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Canon GL Series DV Camcorders
Canon GL2, GL1 and PAL versions XM2, XM1.


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Old October 8th, 2002, 06:24 PM   #1
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Balanced/Unbalanced audio

I intend to get mic like the Sennheiser ME66 which has XLR plugs on it and normally people get an XLR adapter for their camera for it to go into. Can someone tell me why I can't just get a converter plug from XLR to Mic jack and just go straight into that and use the cameras's audio controls for mixing? Is there not enough preampage on it or something?

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Old October 10th, 2002, 01:43 PM   #2
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There is no problem to do so, if the signal levels are OK, if the mike is fixed on the camera and the mini(micro)jack matches with yr camcorder's internal configuration. Some inputs are DC sensitive in order to switch to mono on both channels.
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Old October 10th, 2002, 02:39 PM   #3
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Ok, I wort of understand that. How can I found out if this can be done with a Senn Me66 and Gl2 then? Will the camera and microphone's specifications tell me enough?

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Old October 11th, 2002, 12:33 PM   #4
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Yes, but the input specs for external mikes(minijack configuration and levels, are often not available in the user manual.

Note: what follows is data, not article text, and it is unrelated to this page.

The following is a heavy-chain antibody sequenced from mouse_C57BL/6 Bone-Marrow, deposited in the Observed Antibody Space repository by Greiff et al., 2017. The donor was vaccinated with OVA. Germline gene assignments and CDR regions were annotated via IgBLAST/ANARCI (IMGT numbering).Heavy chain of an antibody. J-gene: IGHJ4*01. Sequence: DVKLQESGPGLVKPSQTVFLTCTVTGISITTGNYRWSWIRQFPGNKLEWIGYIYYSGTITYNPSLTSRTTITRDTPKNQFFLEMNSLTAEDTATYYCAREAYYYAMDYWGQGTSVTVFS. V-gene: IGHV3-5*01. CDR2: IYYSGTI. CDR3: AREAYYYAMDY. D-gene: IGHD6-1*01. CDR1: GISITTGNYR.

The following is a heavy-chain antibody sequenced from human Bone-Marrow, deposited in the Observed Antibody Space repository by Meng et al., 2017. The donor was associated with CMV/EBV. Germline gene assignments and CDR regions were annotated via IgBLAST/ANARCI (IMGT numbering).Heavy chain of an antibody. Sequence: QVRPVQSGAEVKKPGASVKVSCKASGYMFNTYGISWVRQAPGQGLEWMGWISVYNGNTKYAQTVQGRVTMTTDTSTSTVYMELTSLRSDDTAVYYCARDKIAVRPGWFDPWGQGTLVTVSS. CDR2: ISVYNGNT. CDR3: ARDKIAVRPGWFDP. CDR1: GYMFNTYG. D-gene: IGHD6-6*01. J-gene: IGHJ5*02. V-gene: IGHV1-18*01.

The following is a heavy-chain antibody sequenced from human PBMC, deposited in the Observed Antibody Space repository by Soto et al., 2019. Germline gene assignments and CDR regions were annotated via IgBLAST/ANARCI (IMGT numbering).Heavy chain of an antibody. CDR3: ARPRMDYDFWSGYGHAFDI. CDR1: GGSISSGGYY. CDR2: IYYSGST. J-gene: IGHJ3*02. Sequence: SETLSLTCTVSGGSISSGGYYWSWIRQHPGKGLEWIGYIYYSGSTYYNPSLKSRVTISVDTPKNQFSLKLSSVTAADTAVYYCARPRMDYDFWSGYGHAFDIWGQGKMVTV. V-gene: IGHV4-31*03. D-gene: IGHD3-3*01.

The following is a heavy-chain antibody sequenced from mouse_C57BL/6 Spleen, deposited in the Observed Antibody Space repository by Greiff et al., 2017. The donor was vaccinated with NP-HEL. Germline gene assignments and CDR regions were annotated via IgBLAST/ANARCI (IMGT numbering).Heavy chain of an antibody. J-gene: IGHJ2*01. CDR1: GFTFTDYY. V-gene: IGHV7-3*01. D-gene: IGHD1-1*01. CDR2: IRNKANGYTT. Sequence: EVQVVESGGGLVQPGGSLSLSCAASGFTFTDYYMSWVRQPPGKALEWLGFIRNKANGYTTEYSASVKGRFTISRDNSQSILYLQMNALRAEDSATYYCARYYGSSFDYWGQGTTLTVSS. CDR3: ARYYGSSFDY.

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Old October 12th, 2002, 07:18 AM   #5
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You should be able to go directly from a Senn ME66/K6 combo to the GL2 if you use a XLR-to-Mini Phone adapter, Pins 1 and 3 to ground, pin 2 to the hot leads (the tip and ring if using a stereo plug) of the mini-phone jack.

Note: If you connect pins 2 & 3 to left and right channel, you will have channels recorded out of phase, a potential problems if you make VHS copies that are played on mono equioment.

Be aware that you will be losing the noise cancelling benefit of balanced audio connections, especially important if you are using long runs of wire.

You can find matching transformers that will go from balnaced XLR to unbalanced (often 1/4" phone) that you can also use. Then use a 1/4" phone to 1/8" mini-phone patch cord to connect to the GL.

The GL mic input specs are in the manal. The ME66/K6 is a nigh output mic, and you may find that insome situations using the MIC ATT setting rather than the MIC setting is approriate.
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Old October 12th, 2002, 03:34 PM   #6